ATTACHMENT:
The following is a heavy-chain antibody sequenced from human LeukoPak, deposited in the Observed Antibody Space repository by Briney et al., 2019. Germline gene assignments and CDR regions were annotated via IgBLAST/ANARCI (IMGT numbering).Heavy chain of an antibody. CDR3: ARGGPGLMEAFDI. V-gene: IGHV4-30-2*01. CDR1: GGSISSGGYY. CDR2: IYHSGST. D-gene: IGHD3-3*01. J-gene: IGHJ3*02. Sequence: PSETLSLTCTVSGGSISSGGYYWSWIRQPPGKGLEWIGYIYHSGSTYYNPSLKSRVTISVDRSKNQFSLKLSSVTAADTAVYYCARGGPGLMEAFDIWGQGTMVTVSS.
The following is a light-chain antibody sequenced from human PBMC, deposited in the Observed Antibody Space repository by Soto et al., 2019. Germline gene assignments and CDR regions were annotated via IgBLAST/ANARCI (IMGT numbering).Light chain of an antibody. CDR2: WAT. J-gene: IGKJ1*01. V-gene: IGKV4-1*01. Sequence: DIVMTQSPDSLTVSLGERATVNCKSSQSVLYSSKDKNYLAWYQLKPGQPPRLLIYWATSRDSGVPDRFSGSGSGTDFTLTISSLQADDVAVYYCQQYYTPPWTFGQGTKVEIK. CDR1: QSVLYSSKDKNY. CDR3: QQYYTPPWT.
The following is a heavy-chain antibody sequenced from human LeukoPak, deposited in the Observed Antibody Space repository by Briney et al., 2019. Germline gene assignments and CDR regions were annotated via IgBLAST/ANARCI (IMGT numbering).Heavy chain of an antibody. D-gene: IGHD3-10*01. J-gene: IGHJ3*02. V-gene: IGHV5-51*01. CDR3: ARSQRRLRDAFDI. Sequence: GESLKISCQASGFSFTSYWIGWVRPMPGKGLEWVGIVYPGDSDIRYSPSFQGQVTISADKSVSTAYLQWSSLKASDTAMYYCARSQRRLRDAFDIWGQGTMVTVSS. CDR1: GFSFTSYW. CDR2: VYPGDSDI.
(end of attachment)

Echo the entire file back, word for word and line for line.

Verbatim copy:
The following is a heavy-chain antibody sequenced from human LeukoPak, deposited in the Observed Antibody Space repository by Briney et al., 2019. Germline gene assignments and CDR regions were annotated via IgBLAST/ANARCI (IMGT numbering).Heavy chain of an antibody. CDR3: ARGGPGLMEAFDI. V-gene: IGHV4-30-2*01. CDR1: GGSISSGGYY. CDR2: IYHSGST. D-gene: IGHD3-3*01. J-gene: IGHJ3*02. Sequence: PSETLSLTCTVSGGSISSGGYYWSWIRQPPGKGLEWIGYIYHSGSTYYNPSLKSRVTISVDRSKNQFSLKLSSVTAADTAVYYCARGGPGLMEAFDIWGQGTMVTVSS.
The following is a light-chain antibody sequenced from human PBMC, deposited in the Observed Antibody Space repository by Soto et al., 2019. Germline gene assignments and CDR regions were annotated via IgBLAST/ANARCI (IMGT numbering).Light chain of an antibody. CDR2: WAT. J-gene: IGKJ1*01. V-gene: IGKV4-1*01. Sequence: DIVMTQSPDSLTVSLGERATVNCKSSQSVLYSSKDKNYLAWYQLKPGQPPRLLIYWATSRDSGVPDRFSGSGSGTDFTLTISSLQADDVAVYYCQQYYTPPWTFGQGTKVEIK. CDR1: QSVLYSSKDKNY. CDR3: QQYYTPPWT.
The following is a heavy-chain antibody sequenced from human LeukoPak, deposited in the Observed Antibody Space repository by Briney et al., 2019. Germline gene assignments and CDR regions were annotated via IgBLAST/ANARCI (IMGT numbering).Heavy chain of an antibody. D-gene: IGHD3-10*01. J-gene: IGHJ3*02. V-gene: IGHV5-51*01. CDR3: ARSQRRLRDAFDI. Sequence: GESLKISCQASGFSFTSYWIGWVRPMPGKGLEWVGIVYPGDSDIRYSPSFQGQVTISADKSVSTAYLQWSSLKASDTAMYYCARSQRRLRDAFDIWGQGTMVTVSS. CDR1: GFSFTSYW. CDR2: VYPGDSDI.